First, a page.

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Persepolis Rising av James S. A. Corey
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Persepolis Rising (utgåvan 2017)

av James S. A. Corey (Författare)

Serier: The Expanse (7)

MedlemmarRecensionerPopularitetGenomsnittligt betygOmnämnanden
1,987788,224 (4.15)33
"The seventh novel in James S. A. Corey's New York Times bestselling Expanse series--now a major television series. AN OLD ENEMY RETURNS In the thousand-sun network of humanity's expansion, new colony worlds are struggling to find their way. Every new planet lives on a knife edge between collapse and wonder, and the crew of the aging gunship Rocinante have their hands more than full keeping the fragile peace. In the vast space between Earth and Jupiter, the inner planets and belt have formed a tentative and uncertain alliance still haunted by a history of wars and prejudices. On the lost colony world of Laconia, a hidden enemy has a new vision for all of humanity and the power to enforce it. New technologies clash with old as the history of human conflict returns to its ancient patterns of war and subjugation. But human nature is not the only enemy, and the forces being unleashed have their own price. A price that will change the shape of humanity -- and of the Rocinante -- unexpectedly and forever... Persepolis Rising is the seventh novel in the New York Times bestselling Expanse series"--… (mer)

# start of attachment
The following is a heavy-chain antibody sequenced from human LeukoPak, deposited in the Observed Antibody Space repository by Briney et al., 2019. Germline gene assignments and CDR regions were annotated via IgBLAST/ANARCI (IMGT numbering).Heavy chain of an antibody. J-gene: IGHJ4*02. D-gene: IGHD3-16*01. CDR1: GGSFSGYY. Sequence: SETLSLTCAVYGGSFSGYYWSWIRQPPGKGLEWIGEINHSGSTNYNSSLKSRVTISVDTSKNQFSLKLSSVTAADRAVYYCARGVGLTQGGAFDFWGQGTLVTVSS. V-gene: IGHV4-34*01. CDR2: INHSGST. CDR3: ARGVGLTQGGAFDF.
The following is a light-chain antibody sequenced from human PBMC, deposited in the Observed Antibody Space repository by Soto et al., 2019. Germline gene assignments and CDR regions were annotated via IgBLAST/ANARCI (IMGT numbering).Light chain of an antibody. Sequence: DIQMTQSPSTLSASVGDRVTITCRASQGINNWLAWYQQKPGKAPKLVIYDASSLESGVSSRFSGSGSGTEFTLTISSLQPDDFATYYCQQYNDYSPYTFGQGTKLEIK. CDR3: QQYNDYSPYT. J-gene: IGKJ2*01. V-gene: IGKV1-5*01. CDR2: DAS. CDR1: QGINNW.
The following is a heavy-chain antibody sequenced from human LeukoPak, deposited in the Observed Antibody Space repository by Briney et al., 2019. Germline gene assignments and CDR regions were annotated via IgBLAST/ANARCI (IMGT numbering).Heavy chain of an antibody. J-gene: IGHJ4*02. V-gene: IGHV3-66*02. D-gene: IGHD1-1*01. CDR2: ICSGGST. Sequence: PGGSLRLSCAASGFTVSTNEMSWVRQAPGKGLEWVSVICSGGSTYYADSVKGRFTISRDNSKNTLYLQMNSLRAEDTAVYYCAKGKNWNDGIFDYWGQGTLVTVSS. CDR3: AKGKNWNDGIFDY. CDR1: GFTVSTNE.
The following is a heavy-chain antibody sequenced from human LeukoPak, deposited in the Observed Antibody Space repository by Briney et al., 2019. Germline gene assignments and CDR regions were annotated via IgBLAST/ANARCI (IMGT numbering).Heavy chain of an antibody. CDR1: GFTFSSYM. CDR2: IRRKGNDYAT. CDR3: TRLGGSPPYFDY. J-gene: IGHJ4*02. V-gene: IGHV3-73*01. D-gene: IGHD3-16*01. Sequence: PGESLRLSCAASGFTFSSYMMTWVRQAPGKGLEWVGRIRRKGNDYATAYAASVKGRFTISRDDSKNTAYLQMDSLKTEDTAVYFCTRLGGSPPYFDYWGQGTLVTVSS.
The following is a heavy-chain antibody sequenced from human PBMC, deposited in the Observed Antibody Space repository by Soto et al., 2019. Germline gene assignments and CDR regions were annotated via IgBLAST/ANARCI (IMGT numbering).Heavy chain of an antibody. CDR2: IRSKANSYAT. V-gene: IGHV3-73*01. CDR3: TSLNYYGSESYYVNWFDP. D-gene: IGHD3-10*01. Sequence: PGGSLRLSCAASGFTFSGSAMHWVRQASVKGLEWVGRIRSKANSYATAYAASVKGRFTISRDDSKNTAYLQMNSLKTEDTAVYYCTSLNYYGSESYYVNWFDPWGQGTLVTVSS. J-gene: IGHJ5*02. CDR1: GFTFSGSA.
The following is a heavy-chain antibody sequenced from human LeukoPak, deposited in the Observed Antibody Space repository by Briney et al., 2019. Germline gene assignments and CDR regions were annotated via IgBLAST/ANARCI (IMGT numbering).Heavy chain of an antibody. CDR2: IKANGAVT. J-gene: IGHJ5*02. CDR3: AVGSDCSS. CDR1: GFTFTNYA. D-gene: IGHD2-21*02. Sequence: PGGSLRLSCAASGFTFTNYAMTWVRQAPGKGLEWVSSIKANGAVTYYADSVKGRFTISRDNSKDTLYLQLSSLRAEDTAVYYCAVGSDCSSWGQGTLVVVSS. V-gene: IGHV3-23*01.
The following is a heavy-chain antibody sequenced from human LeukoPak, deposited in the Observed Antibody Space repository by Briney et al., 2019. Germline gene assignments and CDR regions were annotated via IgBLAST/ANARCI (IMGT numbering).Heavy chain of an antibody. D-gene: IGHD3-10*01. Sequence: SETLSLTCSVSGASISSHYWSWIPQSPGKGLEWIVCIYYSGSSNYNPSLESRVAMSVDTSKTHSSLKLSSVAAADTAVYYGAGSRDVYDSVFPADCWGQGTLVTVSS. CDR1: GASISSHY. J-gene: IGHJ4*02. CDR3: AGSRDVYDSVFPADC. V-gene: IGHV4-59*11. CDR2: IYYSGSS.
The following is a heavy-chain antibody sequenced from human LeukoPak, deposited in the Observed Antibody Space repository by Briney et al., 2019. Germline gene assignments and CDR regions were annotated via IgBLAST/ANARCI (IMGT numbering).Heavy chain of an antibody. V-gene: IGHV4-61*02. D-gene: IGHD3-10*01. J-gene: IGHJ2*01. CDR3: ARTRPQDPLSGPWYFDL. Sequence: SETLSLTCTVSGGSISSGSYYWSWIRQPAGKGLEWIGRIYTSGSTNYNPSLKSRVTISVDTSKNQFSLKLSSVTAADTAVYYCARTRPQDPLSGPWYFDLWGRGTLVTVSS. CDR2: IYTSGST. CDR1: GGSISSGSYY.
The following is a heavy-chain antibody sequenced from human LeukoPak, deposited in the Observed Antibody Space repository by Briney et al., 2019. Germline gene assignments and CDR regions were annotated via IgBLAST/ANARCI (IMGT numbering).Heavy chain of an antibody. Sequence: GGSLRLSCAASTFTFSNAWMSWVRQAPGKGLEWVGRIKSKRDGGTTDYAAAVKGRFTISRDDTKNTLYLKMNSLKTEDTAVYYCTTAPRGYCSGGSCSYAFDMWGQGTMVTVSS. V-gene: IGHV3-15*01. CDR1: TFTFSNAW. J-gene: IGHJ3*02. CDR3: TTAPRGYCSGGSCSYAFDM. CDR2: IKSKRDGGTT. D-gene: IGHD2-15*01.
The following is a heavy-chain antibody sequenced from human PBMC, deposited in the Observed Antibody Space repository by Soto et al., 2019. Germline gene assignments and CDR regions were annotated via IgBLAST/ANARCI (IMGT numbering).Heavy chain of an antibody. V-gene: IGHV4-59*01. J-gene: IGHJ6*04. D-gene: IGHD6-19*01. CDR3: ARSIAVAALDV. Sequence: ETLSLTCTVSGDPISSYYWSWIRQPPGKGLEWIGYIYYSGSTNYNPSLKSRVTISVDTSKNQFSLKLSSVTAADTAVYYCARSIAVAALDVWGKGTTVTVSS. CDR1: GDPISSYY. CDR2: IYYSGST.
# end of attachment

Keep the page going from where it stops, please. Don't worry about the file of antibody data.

Medlem:KSpeicher
Titel:Persepolis Rising
Författare:James S. A. Corey (Författare)
Info:Orbit (2017), 560 pages
Samlingar:Ditt bibliotek
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Taggar:Ingen/inga

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Persepolis Rising av James S. A. Corey

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» Se även 33 omnämnanden